(This is a first-hand account from Tom Glynn, PhD, Director, Cancer Science and Trends and Director, International Cancer Control, American Cancer Society, of a conference co-sponsored by the Society in Mumbai, India, that followed the conclusion of the 14th World Conference on Tobacco OR Health (WCTOH). Please see photos below.)
On March 13, the day after the closing of the 14th WCTOH in Mumbai, the American Cancer Society co-sponsored, with the World Health Organization (WHO) and others, a conference which established an International Human Rights and Tobacco Control Network. The goal of the Network is to use legal principles to challenge the tobacco industry in its efforts to compromise tobacco users' right to health.
The conference was opened by the former Chief Justice of the Indian Supreme Court, Shri Honorable Rajendra Baber, and Dr. Douglas Bettcher, Director of the WHO's Tobacco Free Initiative. Dr. Judith Mackay, a 2000 Luther L. Terry Award winner and Director of the Asian Consultancy on Tobacco and Health, led the conference participants through the goals for the day. Following that presentation was an extensive review of the legal instruments used by the United Nations (UN) to promote human rights, provided by Patricia Lambert, JD, former legal advisor to the Minister of Health, South Africa (also a 2000 Luther L. Terry Award winner). Finally, Anand Grover, the UN's chief human rights advisor, emphasized the importance of this issue for not just the WHO but the entire UN.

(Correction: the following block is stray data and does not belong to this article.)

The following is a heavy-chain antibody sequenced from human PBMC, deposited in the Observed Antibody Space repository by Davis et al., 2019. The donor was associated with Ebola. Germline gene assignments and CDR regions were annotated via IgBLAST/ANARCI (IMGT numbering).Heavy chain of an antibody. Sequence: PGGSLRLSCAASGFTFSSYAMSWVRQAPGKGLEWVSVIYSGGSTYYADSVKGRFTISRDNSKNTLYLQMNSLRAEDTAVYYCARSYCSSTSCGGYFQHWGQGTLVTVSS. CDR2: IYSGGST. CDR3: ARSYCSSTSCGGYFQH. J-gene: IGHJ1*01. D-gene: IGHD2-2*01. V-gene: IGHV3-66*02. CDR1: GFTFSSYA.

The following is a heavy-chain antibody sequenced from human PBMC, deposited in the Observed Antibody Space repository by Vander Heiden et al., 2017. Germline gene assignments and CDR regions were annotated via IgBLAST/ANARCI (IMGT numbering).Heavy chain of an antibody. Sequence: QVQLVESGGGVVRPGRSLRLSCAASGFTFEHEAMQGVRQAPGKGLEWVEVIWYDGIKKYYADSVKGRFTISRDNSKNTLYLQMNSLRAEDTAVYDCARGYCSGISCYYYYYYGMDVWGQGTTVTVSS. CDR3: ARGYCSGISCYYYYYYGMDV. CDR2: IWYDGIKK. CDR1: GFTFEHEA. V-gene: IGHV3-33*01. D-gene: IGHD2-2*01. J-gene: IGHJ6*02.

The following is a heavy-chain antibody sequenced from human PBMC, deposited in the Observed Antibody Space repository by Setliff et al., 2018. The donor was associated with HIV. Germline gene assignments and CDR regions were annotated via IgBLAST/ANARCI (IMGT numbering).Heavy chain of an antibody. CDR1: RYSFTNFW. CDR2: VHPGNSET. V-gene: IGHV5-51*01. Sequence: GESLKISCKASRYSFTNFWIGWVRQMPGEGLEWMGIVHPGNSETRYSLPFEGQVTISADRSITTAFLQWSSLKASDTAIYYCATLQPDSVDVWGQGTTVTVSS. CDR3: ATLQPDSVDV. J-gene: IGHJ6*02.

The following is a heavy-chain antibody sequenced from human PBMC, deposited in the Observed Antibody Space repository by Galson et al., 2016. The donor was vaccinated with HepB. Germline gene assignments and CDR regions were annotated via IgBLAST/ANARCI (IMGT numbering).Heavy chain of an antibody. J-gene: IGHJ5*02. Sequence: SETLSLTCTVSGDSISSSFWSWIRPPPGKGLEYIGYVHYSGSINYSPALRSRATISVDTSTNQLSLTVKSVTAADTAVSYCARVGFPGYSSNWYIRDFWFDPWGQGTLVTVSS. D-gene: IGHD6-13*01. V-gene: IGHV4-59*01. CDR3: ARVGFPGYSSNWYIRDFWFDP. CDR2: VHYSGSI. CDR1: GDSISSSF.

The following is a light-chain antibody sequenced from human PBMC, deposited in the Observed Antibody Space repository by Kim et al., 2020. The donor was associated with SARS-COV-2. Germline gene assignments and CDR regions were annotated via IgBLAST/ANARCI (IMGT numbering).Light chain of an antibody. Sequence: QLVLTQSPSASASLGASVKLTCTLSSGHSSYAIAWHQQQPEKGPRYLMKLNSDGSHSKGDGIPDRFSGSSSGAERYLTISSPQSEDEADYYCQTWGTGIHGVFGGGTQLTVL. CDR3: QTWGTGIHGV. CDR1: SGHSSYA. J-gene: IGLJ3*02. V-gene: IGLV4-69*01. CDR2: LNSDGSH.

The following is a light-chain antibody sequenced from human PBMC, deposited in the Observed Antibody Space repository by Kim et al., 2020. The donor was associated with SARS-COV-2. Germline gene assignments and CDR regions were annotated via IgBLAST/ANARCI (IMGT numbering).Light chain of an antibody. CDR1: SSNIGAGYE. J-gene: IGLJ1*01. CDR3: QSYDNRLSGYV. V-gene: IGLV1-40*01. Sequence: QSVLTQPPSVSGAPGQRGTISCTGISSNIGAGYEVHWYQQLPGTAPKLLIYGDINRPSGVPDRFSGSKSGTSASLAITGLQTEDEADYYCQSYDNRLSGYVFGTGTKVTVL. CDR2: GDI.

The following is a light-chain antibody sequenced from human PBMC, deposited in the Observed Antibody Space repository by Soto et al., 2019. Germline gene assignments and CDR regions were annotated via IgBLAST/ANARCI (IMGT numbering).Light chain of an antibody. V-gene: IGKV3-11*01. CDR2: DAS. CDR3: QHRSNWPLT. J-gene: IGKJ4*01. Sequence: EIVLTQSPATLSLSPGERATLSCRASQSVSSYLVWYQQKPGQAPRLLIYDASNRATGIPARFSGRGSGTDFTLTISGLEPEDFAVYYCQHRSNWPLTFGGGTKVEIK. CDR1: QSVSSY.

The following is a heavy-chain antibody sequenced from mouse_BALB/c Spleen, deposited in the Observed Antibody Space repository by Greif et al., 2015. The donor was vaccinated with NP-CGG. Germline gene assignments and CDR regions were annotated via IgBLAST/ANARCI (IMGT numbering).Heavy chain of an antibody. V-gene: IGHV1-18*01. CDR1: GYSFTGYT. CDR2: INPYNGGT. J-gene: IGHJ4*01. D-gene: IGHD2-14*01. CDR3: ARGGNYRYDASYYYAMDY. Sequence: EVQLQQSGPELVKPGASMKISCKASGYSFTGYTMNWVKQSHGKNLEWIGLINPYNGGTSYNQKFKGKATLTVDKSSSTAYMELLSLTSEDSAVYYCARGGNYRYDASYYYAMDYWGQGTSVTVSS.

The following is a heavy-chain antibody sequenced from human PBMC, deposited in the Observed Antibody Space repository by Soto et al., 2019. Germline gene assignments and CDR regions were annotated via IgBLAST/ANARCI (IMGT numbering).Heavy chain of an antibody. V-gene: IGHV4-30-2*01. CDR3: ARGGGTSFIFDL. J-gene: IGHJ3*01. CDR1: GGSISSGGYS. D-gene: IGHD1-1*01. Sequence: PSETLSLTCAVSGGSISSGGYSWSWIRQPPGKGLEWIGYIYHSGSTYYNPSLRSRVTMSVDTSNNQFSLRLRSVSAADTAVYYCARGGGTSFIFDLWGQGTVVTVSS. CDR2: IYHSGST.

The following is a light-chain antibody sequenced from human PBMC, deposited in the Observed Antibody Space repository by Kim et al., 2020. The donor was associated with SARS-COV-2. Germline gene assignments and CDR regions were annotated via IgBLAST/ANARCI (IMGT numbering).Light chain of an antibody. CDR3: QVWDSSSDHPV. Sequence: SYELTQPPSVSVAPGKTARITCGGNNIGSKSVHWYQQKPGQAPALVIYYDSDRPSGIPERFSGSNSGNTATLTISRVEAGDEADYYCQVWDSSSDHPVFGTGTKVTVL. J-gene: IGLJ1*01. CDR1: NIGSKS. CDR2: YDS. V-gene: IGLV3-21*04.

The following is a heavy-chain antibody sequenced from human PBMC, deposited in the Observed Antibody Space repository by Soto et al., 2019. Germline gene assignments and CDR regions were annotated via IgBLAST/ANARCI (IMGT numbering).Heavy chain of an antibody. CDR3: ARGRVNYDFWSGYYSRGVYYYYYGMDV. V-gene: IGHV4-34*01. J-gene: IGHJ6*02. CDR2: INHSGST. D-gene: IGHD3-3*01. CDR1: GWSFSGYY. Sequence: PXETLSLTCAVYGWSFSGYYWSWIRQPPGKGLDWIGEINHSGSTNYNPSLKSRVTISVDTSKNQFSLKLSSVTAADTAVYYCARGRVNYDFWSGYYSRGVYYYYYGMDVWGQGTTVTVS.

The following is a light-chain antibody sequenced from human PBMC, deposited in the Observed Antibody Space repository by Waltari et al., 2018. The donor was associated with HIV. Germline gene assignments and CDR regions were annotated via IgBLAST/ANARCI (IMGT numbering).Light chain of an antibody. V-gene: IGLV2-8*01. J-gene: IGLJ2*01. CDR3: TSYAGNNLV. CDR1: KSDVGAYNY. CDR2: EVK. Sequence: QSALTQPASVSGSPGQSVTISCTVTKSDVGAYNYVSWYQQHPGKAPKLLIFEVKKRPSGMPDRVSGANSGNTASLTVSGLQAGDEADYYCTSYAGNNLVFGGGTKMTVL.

The rest of the day was devoted to strategic discussions of how the UN legal instruments could be used to promote the rights of health among tobacco users and what collaborative actions might be taken in order to work with global human rights activists on this initiative. Dr. Mackay closed the meeting by polling the conference participants, who unanimously agreed to the formation of the Network. It will be administered by Drs. Harry Lando, from the University of Minnesota, and Carolyn Dresler, former advisor to the International Agency for Research on Cancer. The American Cancer Society plans to be an active participant in the Network, which will be a very useful complement to the wide array of other activities underway to reduce the burden of global tobacco use.